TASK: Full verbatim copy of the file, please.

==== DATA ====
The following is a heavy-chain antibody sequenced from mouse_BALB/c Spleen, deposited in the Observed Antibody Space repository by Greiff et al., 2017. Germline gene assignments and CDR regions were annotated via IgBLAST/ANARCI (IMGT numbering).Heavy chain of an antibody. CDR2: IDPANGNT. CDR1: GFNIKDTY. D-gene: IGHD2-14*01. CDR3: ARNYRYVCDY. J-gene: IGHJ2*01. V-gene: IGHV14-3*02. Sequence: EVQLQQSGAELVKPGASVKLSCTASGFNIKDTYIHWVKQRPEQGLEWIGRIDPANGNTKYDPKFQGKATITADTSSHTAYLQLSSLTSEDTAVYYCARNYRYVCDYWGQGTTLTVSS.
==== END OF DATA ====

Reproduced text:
The following is a heavy-chain antibody sequenced from mouse_BALB/c Spleen, deposited in the Observed Antibody Space repository by Greiff et al., 2017. Germline gene assignments and CDR regions were annotated via IgBLAST/ANARCI (IMGT numbering).Heavy chain of an antibody. CDR2: IDPANGNT. CDR1: GFNIKDTY. D-gene: IGHD2-14*01. CDR3: ARNYRYVCDY. J-gene: IGHJ2*01. V-gene: IGHV14-3*02. Sequence: EVQLQQSGAELVKPGASVKLSCTASGFNIKDTYIHWVKQRPEQGLEWIGRIDPANGNTKYDPKFQGKATITADTSSHTAYLQLSSLTSEDTAVYYCARNYRYVCDYWGQGTTLTVSS.